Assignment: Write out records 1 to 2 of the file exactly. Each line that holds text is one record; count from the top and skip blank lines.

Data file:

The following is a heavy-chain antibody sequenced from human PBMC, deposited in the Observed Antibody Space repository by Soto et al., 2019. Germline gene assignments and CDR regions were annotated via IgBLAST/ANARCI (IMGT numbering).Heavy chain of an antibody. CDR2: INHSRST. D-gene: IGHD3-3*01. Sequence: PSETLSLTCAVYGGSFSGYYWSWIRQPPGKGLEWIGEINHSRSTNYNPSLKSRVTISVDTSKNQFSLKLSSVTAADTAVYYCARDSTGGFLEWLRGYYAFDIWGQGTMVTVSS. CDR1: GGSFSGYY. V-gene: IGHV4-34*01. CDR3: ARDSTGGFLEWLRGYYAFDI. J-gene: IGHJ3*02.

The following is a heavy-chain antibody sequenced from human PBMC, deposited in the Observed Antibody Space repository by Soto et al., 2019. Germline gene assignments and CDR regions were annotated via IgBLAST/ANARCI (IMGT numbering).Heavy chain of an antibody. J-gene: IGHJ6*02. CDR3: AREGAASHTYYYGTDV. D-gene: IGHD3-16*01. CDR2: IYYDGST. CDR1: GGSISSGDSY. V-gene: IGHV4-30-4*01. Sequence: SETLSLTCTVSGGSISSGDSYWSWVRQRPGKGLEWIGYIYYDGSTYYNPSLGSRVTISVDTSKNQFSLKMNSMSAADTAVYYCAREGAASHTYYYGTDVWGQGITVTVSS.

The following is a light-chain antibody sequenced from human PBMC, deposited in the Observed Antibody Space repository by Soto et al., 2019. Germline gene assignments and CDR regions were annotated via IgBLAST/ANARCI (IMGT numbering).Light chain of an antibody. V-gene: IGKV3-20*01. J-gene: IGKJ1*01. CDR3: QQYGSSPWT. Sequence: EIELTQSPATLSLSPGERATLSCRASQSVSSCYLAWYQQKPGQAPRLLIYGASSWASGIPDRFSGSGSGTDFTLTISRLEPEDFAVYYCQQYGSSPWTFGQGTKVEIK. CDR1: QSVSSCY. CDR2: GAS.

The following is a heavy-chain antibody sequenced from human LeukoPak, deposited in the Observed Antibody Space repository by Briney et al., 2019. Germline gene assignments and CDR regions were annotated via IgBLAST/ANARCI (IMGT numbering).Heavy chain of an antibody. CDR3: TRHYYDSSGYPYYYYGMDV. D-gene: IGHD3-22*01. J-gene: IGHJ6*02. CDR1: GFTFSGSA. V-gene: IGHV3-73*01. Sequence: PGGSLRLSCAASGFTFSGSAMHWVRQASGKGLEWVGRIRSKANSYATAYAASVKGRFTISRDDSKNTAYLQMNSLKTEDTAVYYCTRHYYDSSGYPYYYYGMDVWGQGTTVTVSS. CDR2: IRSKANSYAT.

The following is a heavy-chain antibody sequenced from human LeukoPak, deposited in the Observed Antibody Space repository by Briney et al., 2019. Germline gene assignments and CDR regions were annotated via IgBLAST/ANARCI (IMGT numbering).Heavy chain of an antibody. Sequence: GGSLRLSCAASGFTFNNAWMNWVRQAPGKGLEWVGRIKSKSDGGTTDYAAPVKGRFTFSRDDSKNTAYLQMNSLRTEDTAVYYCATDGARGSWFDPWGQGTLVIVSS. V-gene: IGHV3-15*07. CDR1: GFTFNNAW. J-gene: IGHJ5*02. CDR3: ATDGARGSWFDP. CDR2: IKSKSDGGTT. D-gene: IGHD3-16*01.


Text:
The following is a heavy-chain antibody sequenced from human PBMC, deposited in the Observed Antibody Space repository by Soto et al., 2019. Germline gene assignments and CDR regions were annotated via IgBLAST/ANARCI (IMGT numbering).Heavy chain of an antibody. CDR2: INHSRST. D-gene: IGHD3-3*01. Sequence: PSETLSLTCAVYGGSFSGYYWSWIRQPPGKGLEWIGEINHSRSTNYNPSLKSRVTISVDTSKNQFSLKLSSVTAADTAVYYCARDSTGGFLEWLRGYYAFDIWGQGTMVTVSS. CDR1: GGSFSGYY. V-gene: IGHV4-34*01. CDR3: ARDSTGGFLEWLRGYYAFDI. J-gene: IGHJ3*02.

The following is a heavy-chain antibody sequenced from human PBMC, deposited in the Observed Antibody Space repository by Soto et al., 2019. Germline gene assignments and CDR regions were annotated via IgBLAST/ANARCI (IMGT numbering).Heavy chain of an antibody. J-gene: IGHJ6*02. CDR3: AREGAASHTYYYGTDV. D-gene: IGHD3-16*01. CDR2: IYYDGST. CDR1: GGSISSGDSY. V-gene: IGHV4-30-4*01. Sequence: SETLSLTCTVSGGSISSGDSYWSWVRQRPGKGLEWIGYIYYDGSTYYNPSLGSRVTISVDTSKNQFSLKMNSMSAADTAVYYCAREGAASHTYYYGTDVWGQGITVTVSS.